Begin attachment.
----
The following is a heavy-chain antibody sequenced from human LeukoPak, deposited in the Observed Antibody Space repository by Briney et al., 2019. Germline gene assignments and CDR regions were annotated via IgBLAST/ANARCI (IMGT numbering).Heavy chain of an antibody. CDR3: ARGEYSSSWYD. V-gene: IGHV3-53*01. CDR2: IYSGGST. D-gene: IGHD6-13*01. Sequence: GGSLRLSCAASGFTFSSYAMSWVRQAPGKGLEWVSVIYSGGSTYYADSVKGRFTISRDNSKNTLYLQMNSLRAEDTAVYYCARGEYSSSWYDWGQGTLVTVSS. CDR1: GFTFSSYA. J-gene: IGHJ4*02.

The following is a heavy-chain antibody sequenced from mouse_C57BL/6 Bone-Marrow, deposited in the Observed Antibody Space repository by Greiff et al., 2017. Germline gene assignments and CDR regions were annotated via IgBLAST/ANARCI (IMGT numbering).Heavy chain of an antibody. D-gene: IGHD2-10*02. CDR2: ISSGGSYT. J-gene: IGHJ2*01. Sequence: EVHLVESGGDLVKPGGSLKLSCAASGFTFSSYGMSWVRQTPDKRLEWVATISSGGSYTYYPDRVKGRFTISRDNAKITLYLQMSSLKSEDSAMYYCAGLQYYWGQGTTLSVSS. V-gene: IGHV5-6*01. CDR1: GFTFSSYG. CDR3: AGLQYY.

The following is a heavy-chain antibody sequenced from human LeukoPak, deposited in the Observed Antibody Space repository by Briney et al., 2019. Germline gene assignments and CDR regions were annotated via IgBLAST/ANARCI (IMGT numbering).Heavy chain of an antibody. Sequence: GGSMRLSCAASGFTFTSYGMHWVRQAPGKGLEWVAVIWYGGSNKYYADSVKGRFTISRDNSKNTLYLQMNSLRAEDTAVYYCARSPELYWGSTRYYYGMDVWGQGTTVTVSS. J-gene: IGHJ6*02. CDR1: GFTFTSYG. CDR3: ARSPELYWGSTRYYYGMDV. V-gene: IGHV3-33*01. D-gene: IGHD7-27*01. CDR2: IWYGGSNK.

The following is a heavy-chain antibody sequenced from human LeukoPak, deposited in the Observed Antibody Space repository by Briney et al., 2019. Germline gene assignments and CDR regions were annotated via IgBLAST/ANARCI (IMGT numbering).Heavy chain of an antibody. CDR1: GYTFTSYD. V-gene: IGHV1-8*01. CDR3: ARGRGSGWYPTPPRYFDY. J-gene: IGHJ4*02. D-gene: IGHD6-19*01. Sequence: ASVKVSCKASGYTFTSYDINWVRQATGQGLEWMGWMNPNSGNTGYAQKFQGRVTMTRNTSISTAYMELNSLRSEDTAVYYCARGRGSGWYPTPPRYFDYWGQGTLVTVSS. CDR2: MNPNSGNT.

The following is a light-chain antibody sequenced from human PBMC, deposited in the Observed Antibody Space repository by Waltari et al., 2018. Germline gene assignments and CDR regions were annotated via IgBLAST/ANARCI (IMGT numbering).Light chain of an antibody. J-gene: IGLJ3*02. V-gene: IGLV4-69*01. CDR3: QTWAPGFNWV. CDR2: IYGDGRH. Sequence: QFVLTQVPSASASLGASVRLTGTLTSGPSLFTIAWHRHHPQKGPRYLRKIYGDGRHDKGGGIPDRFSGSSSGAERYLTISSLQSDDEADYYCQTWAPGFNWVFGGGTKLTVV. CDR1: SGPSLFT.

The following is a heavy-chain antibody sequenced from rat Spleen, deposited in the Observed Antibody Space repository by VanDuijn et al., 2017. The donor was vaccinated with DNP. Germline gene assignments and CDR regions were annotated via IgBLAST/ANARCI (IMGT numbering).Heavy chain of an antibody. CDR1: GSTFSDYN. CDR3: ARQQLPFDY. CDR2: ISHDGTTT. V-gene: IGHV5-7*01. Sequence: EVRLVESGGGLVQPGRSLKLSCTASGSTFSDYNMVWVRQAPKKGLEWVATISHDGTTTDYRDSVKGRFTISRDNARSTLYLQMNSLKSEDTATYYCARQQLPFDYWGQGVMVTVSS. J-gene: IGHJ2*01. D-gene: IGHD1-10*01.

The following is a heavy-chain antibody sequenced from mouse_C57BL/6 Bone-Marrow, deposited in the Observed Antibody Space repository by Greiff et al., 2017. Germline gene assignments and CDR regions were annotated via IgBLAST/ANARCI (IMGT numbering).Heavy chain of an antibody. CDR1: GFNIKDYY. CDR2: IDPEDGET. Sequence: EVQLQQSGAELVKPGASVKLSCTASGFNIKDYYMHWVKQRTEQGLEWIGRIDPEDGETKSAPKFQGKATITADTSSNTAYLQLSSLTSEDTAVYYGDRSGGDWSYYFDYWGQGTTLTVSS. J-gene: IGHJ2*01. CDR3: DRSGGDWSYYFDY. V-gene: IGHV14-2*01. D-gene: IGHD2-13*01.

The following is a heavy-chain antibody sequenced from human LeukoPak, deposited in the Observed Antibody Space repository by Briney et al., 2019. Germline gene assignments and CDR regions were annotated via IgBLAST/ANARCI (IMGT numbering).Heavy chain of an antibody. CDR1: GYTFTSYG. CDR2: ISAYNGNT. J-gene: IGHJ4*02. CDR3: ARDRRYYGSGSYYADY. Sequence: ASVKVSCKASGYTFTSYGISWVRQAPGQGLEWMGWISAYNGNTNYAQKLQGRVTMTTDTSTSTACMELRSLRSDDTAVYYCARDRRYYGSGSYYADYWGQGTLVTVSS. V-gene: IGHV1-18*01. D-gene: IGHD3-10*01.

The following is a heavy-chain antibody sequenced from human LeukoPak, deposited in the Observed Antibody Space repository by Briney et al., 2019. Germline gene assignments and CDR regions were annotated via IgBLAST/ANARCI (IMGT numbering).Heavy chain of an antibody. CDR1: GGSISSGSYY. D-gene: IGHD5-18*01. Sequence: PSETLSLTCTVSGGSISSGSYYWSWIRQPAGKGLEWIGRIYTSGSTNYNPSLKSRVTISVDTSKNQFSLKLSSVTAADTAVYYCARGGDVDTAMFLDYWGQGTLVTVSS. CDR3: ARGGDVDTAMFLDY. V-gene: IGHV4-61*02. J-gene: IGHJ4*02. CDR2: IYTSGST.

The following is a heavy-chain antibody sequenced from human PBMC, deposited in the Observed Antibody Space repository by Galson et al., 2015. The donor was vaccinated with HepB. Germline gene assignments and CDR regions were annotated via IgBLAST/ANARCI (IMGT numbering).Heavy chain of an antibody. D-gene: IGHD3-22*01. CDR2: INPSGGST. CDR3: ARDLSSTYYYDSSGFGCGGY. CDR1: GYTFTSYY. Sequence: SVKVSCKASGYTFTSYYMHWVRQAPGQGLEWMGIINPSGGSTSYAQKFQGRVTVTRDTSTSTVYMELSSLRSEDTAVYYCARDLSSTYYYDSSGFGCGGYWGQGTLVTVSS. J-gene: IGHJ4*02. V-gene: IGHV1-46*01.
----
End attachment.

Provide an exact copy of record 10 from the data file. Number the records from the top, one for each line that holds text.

The following is a heavy-chain antibody sequenced from human PBMC, deposited in the Observed Antibody Space repository by Galson et al., 2015. The donor was vaccinated with HepB. Germline gene assignments and CDR regions were annotated via IgBLAST/ANARCI (IMGT numbering).Heavy chain of an antibody. D-gene: IGHD3-22*01. CDR2: INPSGGST. CDR3: ARDLSSTYYYDSSGFGCGGY. CDR1: GYTFTSYY. Sequence: SVKVSCKASGYTFTSYYMHWVRQAPGQGLEWMGIINPSGGSTSYAQKFQGRVTVTRDTSTSTVYMELSSLRSEDTAVYYCARDLSSTYYYDSSGFGCGGYWGQGTLVTVSS. J-gene: IGHJ4*02. V-gene: IGHV1-46*01.